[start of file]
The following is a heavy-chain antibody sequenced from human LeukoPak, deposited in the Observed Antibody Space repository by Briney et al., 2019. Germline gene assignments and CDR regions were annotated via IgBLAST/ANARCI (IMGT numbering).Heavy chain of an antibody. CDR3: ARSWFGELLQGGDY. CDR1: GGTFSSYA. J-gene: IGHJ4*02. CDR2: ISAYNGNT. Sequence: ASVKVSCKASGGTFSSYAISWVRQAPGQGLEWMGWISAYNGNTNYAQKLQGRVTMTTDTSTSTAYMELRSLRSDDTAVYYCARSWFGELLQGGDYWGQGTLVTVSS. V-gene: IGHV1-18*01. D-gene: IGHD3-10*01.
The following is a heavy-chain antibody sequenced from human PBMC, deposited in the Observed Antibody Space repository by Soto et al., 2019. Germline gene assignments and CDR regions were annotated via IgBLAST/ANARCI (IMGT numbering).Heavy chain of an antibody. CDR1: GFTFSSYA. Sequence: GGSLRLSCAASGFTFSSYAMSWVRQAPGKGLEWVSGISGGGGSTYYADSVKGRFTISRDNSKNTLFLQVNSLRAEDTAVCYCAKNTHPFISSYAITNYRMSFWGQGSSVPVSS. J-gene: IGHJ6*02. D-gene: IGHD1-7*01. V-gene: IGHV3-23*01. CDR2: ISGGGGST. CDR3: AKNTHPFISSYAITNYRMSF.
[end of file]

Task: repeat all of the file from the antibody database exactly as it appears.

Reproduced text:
The following is a heavy-chain antibody sequenced from human LeukoPak, deposited in the Observed Antibody Space repository by Briney et al., 2019. Germline gene assignments and CDR regions were annotated via IgBLAST/ANARCI (IMGT numbering).Heavy chain of an antibody. CDR3: ARSWFGELLQGGDY. CDR1: GGTFSSYA. J-gene: IGHJ4*02. CDR2: ISAYNGNT. Sequence: ASVKVSCKASGGTFSSYAISWVRQAPGQGLEWMGWISAYNGNTNYAQKLQGRVTMTTDTSTSTAYMELRSLRSDDTAVYYCARSWFGELLQGGDYWGQGTLVTVSS. V-gene: IGHV1-18*01. D-gene: IGHD3-10*01.
The following is a heavy-chain antibody sequenced from human PBMC, deposited in the Observed Antibody Space repository by Soto et al., 2019. Germline gene assignments and CDR regions were annotated via IgBLAST/ANARCI (IMGT numbering).Heavy chain of an antibody. CDR1: GFTFSSYA. Sequence: GGSLRLSCAASGFTFSSYAMSWVRQAPGKGLEWVSGISGGGGSTYYADSVKGRFTISRDNSKNTLFLQVNSLRAEDTAVCYCAKNTHPFISSYAITNYRMSFWGQGSSVPVSS. J-gene: IGHJ6*02. D-gene: IGHD1-7*01. V-gene: IGHV3-23*01. CDR2: ISGGGGST. CDR3: AKNTHPFISSYAITNYRMSF.